Sponsored by Molnár
How to Manage Analytical Methods Across all Stages of their Lifecycle Using One Chromatographic Modeling Tool
Imre Molnár, PhD
Founder and President
Molnár-Institute for Applied Chromatography
Hans-Jürgen Rieger, PhD
Vice President, Product Management
Molnár-Institute for Applied Chromatography
DEK: Visual Chromatography Modeling and Optimization Software
Chromatographic modeling using DryLab®4 software from Molnár-Institute saves time and resources across all three stages of the lifecycle of an analytical method. Method run time can easily be reduced 40-fold with improved selectivity when redesigning an old method, simultaneously reducing the development time by a factor of 12. US Pharmacopeia (USP) methods that frequently fail can be fixed in accordance with allowed changes (USP 621) using DryLab4. Chromatographic modeling can safeguard method robustness across the lifecycle for compendial methods, method development, and method transfers.
Lifecycle Management of Analytical Methods
The lifecycle of analytical methods has three stages: Design, Qualification, and Continued Verification. Ideally, a design space is defined during the early stages of the method development. Methods design is a range of parameters within which the method performs as intended and within which the method is fit for use. ICH Q8(R2) states that “working within the design space is not considered as a change.” In addition, ICH Q12 (draft) introduces a post-approval management plan to be initiated at submission (Post-Approval Change Management Protocol or PACMP). It integrates flexibility and lowers the need for new validation when changes are made to the method in Stage 3 (i.e., continued verification).
When one runs into problems with a method in Stage 3, it may be necessary to return to design and development (Stage 1) to resolve the problems. This task can be an arduous one, especially when production is ongoing. Indeed, one department typically handles both Stage 1 method development and design, while the Stage 3 routine method use is handled by a different department, with tight timelines for production of results.
DryLab4 software from Molnár Institute can help with this challenge because it can optimize the performance of an existing method in three simple steps: input runs, peak tracking and create the model, which helps find the most robust separation within the existing design space. The input runs bracket the existing method conditions about the allowed variations for the multiple variables of the method. Peak tracking is the identification of peaks in the input runs. DryLab then creates the model.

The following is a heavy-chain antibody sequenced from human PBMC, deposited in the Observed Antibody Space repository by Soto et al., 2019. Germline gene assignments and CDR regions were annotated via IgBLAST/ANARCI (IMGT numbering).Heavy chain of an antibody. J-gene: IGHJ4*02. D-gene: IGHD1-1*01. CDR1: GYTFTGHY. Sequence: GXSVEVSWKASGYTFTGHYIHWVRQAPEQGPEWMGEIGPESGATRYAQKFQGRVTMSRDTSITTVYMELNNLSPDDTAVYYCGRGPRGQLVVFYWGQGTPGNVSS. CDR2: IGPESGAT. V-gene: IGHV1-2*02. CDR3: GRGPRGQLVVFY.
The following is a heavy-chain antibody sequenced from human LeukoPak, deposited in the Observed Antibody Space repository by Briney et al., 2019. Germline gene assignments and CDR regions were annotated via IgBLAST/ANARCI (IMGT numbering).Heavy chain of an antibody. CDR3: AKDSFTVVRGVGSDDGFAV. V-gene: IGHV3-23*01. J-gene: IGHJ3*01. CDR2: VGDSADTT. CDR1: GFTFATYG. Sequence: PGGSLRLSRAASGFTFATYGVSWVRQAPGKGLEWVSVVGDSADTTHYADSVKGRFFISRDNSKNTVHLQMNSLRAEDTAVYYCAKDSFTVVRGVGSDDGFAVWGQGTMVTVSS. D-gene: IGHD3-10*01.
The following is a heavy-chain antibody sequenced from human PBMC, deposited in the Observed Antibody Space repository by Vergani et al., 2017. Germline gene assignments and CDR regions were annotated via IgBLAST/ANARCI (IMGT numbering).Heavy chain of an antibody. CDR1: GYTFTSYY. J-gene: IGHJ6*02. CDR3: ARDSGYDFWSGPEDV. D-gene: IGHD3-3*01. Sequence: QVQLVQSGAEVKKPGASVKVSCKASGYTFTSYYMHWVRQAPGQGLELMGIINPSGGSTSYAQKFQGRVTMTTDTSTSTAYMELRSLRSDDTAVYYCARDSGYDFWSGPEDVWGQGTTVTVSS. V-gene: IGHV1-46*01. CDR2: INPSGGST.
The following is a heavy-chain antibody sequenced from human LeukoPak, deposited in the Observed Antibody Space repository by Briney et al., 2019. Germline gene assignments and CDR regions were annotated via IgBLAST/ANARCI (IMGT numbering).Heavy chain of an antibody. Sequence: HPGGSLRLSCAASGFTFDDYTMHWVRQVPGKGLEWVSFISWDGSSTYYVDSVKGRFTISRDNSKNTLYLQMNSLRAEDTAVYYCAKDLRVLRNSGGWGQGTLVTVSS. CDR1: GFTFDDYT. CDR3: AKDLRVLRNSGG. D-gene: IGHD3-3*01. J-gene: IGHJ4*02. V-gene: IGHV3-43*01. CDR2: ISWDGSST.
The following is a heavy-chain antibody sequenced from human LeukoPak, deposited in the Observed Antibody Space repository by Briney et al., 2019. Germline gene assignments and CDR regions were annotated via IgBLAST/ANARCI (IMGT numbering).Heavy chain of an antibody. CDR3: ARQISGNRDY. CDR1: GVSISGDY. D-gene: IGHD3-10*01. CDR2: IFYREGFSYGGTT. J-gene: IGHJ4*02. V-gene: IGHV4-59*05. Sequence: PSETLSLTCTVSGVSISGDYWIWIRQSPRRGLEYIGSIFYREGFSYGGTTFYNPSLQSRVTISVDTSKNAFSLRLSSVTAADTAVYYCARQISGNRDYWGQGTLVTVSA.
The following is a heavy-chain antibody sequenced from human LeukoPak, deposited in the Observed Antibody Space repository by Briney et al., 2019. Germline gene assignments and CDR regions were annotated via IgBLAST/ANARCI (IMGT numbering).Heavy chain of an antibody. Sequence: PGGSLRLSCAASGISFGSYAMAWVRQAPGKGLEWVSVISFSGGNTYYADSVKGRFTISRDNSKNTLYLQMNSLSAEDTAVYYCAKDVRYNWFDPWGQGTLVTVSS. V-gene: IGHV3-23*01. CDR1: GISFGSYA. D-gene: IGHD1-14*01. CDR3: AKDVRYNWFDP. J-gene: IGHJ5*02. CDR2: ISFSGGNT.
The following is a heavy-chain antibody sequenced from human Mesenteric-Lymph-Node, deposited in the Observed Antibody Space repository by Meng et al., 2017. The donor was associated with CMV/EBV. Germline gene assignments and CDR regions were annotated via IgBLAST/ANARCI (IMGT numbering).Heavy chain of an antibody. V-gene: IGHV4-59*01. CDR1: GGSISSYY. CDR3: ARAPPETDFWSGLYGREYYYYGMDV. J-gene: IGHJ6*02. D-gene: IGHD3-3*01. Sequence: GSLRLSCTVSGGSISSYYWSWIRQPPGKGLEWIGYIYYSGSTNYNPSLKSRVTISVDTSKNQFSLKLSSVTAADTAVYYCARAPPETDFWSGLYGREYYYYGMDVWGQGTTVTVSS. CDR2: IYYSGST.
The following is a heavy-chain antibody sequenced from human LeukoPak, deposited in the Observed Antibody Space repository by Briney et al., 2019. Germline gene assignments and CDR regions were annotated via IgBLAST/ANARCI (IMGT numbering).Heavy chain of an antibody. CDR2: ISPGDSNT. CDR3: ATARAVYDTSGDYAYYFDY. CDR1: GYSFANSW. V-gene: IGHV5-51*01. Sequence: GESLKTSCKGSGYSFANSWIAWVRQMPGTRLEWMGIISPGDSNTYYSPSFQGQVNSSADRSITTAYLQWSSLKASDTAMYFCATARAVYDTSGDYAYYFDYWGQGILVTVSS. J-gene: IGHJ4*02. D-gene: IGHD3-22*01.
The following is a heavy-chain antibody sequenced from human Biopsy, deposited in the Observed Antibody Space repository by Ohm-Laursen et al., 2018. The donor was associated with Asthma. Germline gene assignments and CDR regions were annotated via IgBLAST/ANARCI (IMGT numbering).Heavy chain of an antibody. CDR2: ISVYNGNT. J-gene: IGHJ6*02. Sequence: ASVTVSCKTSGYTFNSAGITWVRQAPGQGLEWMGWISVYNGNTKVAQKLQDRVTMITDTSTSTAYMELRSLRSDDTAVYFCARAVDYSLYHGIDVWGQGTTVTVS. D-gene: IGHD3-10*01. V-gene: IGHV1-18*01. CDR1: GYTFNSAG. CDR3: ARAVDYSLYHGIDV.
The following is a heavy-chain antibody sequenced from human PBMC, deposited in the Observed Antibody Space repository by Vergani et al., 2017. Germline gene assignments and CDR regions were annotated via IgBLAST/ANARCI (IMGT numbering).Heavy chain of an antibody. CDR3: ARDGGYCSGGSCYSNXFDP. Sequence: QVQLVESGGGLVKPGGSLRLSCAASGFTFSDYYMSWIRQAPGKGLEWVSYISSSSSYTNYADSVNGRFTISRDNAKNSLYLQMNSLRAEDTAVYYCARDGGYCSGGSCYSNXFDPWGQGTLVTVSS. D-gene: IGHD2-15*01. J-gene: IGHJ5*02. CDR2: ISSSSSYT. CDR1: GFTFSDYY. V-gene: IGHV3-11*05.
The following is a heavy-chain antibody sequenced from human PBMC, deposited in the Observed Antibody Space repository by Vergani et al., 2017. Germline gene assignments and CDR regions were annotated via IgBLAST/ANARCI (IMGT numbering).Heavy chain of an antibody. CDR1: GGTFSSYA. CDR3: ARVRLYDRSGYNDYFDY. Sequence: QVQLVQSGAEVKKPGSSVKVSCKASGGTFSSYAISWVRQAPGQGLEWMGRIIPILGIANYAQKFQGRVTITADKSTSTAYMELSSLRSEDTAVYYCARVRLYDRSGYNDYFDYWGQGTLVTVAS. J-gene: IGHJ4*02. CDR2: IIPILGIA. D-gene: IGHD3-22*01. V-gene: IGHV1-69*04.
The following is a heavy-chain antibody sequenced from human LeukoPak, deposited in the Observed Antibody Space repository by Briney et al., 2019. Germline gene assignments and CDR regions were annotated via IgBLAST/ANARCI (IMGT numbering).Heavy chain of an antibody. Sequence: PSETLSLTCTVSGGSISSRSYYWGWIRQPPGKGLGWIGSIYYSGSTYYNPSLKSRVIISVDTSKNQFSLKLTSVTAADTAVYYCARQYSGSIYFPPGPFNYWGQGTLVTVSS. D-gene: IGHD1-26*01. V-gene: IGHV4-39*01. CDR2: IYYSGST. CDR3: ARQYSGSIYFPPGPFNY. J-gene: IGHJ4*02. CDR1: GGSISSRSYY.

Using just a few experimental runs, DryLab visualizes the chromatographic process interactively, running hundreds of simulations in a few moments to find the best separation conditions, highest critical resolution, shortest run time and the highest robustness. Furthermore, evaluating method robustness during method development, while defining the analytical target profile (ATP), ensures a working design space for post-approval management and flexibility in dealing with out of specification (OoS) results in routine work. DryLab can be used at all stages, as shown in Figure 1/Slide 6.
Figure 1. Lifecycle Management of Analytical Methods, showing DryLab should be used in all phases to enhance a better chromatographic method understanding.
Case Study 1: Ebastine
Compendial methods are Stage 3 methods by definition and do not require further method development and validation. However, in some cases, the method may need to be modernized. Such was the case with ebastine from a description in the European Pharmacopeia. The method was not fit for purpose because it was too long. The analytical work could not keep up with production. DryLab was used to reduce the analysis time from 160 minutes to less than 3 minutes in less than two weeks.
Based on prior knowledge and experience with similar projects, the parameters: gradient time tG (3-9 min), pH (2-3), temperature T (15-45°C), and ternary composition of the eluent B were considered the most probable potentially critical separation parameters for the method. DryLab also produced the Knowledge Management Document, complete with the original chromatograms, peak tracking, resolution maps, robustness testing, and confirmation of predictions. This improved method was accepted in five countries and is described in literature.
Case Study 2: Amlodipine
In another case, the routine method for amlodipine in the European Pharmacopeia was found to be not fit for purpose (Slide 18). Not only was it a long 45–60-minute isocratic method, but it also had coelutions and peak turnovers. Again, using only 12 experimental runs, and calculation of the model as shown in Fig.2, it became clear, that the separation in the middle group of 3 peaks was not based on pH-changes, but much more based on temperature fluctuations and had to do also with the gradient time selection.
Figure 2. DryLab model of Amlodipine. The original EuPharm method could be reduced from 50 min to less than 6 min and the chromatographic understanding could be improved.
The model enabled researchers to evaluate the resolution and robustness across the range of critical separation parameters. US Pharmacopeia <621> states, “multiple adjustments can have a cumulative effect on the performance of the system and are to be considered carefully before implementation.” Using DryLab to troubleshoot and understand the method does this using a virtual model that combines the multiple parameters in a 3D cube.